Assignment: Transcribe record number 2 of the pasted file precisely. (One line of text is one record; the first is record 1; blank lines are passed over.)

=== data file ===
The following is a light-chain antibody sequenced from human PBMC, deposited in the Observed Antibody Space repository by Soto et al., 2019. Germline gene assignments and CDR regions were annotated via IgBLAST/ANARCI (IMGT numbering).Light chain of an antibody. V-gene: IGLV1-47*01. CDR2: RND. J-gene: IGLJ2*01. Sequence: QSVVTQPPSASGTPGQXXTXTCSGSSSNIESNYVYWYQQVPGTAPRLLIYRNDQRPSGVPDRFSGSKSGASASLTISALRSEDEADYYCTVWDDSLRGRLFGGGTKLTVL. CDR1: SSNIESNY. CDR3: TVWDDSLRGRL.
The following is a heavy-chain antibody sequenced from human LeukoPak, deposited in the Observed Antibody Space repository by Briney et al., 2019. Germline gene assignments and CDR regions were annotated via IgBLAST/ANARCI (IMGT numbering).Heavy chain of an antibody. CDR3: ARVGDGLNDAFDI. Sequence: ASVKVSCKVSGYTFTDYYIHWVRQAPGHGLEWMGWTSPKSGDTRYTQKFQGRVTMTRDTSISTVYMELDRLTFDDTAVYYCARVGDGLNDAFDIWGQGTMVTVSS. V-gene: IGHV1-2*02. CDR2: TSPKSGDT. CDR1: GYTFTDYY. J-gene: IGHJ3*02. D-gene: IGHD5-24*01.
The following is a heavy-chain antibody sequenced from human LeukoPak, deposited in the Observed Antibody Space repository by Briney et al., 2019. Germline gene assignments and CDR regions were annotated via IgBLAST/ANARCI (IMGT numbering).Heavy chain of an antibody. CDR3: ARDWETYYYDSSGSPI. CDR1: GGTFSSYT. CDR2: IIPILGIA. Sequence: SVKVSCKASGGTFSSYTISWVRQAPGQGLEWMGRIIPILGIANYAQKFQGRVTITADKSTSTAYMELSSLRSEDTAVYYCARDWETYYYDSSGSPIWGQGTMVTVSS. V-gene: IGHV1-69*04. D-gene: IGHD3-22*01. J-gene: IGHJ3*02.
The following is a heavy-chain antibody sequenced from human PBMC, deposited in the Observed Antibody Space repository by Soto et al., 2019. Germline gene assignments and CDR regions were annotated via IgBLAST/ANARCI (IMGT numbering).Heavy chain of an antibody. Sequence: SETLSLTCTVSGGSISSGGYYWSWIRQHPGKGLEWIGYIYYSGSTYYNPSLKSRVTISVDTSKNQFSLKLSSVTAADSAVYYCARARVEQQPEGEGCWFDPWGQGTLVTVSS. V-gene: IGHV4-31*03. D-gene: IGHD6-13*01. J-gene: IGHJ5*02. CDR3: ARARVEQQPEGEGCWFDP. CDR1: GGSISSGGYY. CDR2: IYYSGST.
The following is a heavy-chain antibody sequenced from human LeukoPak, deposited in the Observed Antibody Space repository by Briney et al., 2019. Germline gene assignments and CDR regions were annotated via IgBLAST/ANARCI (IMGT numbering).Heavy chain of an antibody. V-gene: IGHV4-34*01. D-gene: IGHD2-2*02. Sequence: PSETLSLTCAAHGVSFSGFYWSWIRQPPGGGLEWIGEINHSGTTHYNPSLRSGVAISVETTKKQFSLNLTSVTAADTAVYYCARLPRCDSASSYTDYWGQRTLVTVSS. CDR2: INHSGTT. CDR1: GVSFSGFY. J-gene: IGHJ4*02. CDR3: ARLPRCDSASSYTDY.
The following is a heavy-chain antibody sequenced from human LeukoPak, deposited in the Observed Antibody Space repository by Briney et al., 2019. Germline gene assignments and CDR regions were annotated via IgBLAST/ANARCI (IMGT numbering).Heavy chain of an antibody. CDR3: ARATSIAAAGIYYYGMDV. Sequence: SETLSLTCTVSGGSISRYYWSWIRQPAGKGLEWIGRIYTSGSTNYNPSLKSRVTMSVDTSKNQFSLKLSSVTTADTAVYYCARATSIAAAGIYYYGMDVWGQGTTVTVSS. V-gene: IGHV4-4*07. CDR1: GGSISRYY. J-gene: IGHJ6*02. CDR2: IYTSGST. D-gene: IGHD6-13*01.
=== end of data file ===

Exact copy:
The following is a heavy-chain antibody sequenced from human LeukoPak, deposited in the Observed Antibody Space repository by Briney et al., 2019. Germline gene assignments and CDR regions were annotated via IgBLAST/ANARCI (IMGT numbering).Heavy chain of an antibody. CDR3: ARVGDGLNDAFDI. Sequence: ASVKVSCKVSGYTFTDYYIHWVRQAPGHGLEWMGWTSPKSGDTRYTQKFQGRVTMTRDTSISTVYMELDRLTFDDTAVYYCARVGDGLNDAFDIWGQGTMVTVSS. V-gene: IGHV1-2*02. CDR2: TSPKSGDT. CDR1: GYTFTDYY. J-gene: IGHJ3*02. D-gene: IGHD5-24*01.